You know that a security incident or a cyberattack can damage your business financially and you may face legal consequences. But have you thought about what it would do to your reputation?
Your customers and clients expect that your organization will keep their data safe. If you fail to do so, you’re likely to face financial consequences when customers leave after you’ve lost their trust. According to the “2018 Cost of a Data Breach Study,” conducted by the Ponemon Institute, companies that lost 4% or more of their customers after a data breach experienced an average total cost of $6 million. A cybersecurity incident can have a powerful impact on your bottom line.
Unfortunately, thanks to the cybersecurity skills shortage, this is a problem that’s likely to get worse before it gets better. A global study of cybersecurity professionals conducted by the Information Systems Security Association (ISSA) and Enterprise Strategy Group (ESG) found that security incidents are on the rise because businesses lack both the amount of staff needed to keep up with increasing cybersecurity workloads as well as end-user awareness training. This workforce gap makes it difficult for companies to secure client data and protect their own assets.
In many cases, when a cybersecurity incident or data breach is being discussed (whether in the media or in the board room), the focus of the conversation is on the organization itself. What caused the incident? How did the organization respond? What costs were associated with the incident? But it’s important to remember that it wasn’t just the company that was impacted. Consumers and clients have had sensitive information compromised as well. How often is that brought up in these conversations? (This is becoming more common, however, as evidenced by the reaction to the Equifax breach and the focus on how it impacted consumers. As the focus on the consumer becomes more commonplace, it will become even more vital for organizations to ensure that they protect brand reputation with their customer base.)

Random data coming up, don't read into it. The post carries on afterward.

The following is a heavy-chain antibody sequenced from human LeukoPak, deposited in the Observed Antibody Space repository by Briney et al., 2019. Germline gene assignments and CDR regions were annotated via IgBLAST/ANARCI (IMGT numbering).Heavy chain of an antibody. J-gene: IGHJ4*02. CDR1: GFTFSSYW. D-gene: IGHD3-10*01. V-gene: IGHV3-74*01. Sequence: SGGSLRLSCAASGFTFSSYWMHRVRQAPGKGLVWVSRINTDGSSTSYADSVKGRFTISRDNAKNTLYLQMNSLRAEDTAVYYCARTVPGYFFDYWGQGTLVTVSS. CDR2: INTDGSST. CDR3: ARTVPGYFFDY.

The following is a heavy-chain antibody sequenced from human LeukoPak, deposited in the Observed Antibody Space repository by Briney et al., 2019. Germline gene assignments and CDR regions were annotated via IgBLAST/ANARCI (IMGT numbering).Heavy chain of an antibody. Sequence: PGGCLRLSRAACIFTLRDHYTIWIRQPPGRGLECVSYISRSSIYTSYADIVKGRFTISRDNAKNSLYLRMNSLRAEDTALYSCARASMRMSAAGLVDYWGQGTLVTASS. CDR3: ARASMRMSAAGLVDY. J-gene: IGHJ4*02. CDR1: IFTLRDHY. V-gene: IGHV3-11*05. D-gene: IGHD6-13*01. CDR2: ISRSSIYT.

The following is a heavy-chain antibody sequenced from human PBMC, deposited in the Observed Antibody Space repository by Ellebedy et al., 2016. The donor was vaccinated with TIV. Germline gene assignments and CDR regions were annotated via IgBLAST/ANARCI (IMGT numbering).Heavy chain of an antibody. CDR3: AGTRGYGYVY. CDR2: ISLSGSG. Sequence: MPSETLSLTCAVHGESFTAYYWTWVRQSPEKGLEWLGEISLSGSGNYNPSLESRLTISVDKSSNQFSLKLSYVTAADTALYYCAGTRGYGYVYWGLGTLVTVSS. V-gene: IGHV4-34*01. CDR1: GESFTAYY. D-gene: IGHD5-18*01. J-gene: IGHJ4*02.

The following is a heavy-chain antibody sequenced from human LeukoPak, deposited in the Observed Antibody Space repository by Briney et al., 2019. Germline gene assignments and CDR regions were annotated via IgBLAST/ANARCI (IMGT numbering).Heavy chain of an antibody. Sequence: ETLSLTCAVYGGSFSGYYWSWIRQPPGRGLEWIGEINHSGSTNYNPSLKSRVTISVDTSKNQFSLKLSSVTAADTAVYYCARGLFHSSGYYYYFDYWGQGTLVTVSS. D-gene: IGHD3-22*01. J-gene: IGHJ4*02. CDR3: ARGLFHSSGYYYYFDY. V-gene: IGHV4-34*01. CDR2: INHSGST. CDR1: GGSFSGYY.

Your customers and clients were already skeptical about your ability to protect their data. After all, they’ve probably seen at least two or three incidents in the news within the past week alone – and thanks to these headlines, they’re paying more attention to how you’re using their data, what you’re doing to safeguard it, and how you’re responding when it’s been compromised. A corporation like Target, for example, might be able to survive an incident thanks to the sheer size and national or global presence, but not every business has the same cachet. Many organizations need to accept one cold, hard truth: your customers are willing to walk away.
Protecting your business from cyberthreats translates to protecting your relationship with your customers.
Read the comments on any news article about a data breach and you’ll see that today’s consumers are finding it increasingly difficult to put their trust in brands. And this doesn’t just apply to organizations that have already experienced a breach. Consumers don’t believe that any business is capable of securing their information. What are you doing to show customers that you’re protecting them? Consumers want to do business with organizations that they feel are trustworthy – and they will have no problem going next door if your competitor meets that need better than you do.
“The Aftermath of a Mega Data Breach: Consumer Sentiment” from the Ponemon Institute found that data breaches ranked alongside environmental disasters and poor customer service as factors that impact brand reputation. Similarly, the Forbes Insight report “Fallout: The Reputational Impact of IT Risk” showed that 46% of organizations experienced a negative impact on their reputations and brand value after a breach.
It’s time to start thinking about cybersecurity as a competitive advantage. How you manage and remediate a cybersecurity incident is crucial to maintaining a positive relationship with customers and securing new business. Your customers and clients will always remember how you responded to and communicated about a cybersecurity incident.
Do you want a better relationship with your customers? Want to avoid negative impacts to your reputation due to a breach or security incident? Then it’s time to put a formalized cybersecurity program into place today.